A sedimentological and ichnological data set that covers the Lower-Upper Miocene sedimentary series of western Amazonian foreland basin indicates that widespread, restricted marine ingressions shaped western Amazonia throughout the Miocene. The late Lower–early Upper Miocene sedimentary series (Pebas Formation) consists of stacked, 3- to 10-m-thick, tidally influenced, brackish to freshwater, bay-margin sequences. The overlying Upper Miocene (“post-Pebas”) strata bear tidally influenced, low-salinity, channel deposits that are interbedded with continental deposits. The data suggest that several tens of high-frequency ingressions reached the basin during the Miocene. The ingressions were shallow and restricted, and were interspersed with rapid progradation. Along with the prograding shorelines, the continental environments—swamps, lagoons, floodplains and forests—constrained the extent of the marginal marine embayment. Consequently, the Miocene marginal marine and continental strata are closely interbedded throughout the basin. These results refine the recent depositional models for Miocene Amazonia, and challenge the theory that marine ingressions shaped the area only during one brief time interval (late Middle-early Late Miocene) during the epoch.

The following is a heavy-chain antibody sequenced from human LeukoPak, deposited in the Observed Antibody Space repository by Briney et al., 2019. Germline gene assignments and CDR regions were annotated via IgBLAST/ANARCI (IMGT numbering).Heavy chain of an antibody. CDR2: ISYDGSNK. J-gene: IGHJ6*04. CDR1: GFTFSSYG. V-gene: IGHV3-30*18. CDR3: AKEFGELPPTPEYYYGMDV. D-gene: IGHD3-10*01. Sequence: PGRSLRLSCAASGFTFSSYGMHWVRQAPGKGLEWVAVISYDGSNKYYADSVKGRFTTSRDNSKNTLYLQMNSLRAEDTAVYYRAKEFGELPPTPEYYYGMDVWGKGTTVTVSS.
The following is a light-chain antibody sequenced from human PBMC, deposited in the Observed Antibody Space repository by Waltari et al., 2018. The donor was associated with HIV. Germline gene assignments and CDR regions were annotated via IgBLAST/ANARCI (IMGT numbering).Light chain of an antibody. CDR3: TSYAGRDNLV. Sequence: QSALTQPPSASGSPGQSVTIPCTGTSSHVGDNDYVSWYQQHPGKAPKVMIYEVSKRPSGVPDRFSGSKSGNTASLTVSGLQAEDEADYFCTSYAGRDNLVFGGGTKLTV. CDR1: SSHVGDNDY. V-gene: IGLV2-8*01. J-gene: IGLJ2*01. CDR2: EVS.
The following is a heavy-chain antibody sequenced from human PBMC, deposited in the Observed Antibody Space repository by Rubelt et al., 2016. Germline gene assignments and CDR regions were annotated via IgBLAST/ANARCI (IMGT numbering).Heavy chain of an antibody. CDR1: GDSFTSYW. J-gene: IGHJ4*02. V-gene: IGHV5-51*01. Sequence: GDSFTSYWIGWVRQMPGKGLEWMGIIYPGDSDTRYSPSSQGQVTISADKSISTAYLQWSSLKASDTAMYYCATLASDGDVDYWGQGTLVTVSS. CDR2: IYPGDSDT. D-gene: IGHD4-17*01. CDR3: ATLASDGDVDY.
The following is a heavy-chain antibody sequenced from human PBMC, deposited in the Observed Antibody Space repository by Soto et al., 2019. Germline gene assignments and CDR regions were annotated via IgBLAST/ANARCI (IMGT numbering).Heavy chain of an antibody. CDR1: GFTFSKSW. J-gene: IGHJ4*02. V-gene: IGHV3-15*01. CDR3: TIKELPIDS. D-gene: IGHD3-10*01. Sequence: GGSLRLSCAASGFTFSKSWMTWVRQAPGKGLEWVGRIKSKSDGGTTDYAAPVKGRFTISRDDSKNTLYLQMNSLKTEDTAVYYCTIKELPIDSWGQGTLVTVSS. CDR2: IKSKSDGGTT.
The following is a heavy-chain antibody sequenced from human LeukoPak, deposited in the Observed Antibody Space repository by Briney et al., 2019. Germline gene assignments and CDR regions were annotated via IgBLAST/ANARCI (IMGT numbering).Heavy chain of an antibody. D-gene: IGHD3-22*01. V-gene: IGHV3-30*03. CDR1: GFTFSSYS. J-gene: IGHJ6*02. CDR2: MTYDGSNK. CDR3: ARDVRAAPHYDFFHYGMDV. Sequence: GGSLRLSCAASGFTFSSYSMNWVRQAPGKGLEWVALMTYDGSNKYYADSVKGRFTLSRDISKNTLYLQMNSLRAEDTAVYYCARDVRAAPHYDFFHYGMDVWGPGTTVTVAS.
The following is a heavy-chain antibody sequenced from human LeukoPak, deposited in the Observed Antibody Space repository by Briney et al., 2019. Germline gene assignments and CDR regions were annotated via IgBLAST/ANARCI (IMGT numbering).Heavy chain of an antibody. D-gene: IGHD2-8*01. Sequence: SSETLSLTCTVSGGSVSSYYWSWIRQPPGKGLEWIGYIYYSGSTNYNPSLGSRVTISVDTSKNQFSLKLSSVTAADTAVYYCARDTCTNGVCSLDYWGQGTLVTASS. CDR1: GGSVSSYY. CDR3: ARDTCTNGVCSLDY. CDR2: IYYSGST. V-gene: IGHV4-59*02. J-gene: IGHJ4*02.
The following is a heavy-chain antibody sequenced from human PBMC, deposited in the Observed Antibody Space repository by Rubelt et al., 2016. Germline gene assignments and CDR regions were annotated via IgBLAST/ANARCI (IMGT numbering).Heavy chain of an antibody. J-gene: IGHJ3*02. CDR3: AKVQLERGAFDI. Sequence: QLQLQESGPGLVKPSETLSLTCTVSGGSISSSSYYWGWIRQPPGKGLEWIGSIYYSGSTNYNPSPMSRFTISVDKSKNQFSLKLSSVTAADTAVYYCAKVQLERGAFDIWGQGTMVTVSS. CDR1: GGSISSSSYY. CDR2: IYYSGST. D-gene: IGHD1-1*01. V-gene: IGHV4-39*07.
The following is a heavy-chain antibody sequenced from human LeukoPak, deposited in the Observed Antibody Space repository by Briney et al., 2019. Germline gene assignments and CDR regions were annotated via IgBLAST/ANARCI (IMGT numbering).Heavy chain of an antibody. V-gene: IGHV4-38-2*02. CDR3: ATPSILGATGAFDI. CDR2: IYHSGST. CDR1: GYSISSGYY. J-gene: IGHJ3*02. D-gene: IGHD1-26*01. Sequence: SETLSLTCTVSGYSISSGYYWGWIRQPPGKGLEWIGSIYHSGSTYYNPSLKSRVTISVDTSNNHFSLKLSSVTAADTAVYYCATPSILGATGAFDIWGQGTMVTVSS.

Much of recent literature has documented fossils of mangrove pollen, brackish-euryhaline fish and brackish-water ostracods, brackish-water trace fossil assemblages, and tidal deposits from various Miocene stratigraphic levels. Commonly, these data sets are collected from the same outcrops as those for which data sets imply freshwater conditions. We propose that these seemingly contrasting data sets can be unified, if the repetitive nature of the ingressions is considered, and all the paleoenvironmental data are presented in a detailed lithological and stratigraphical context.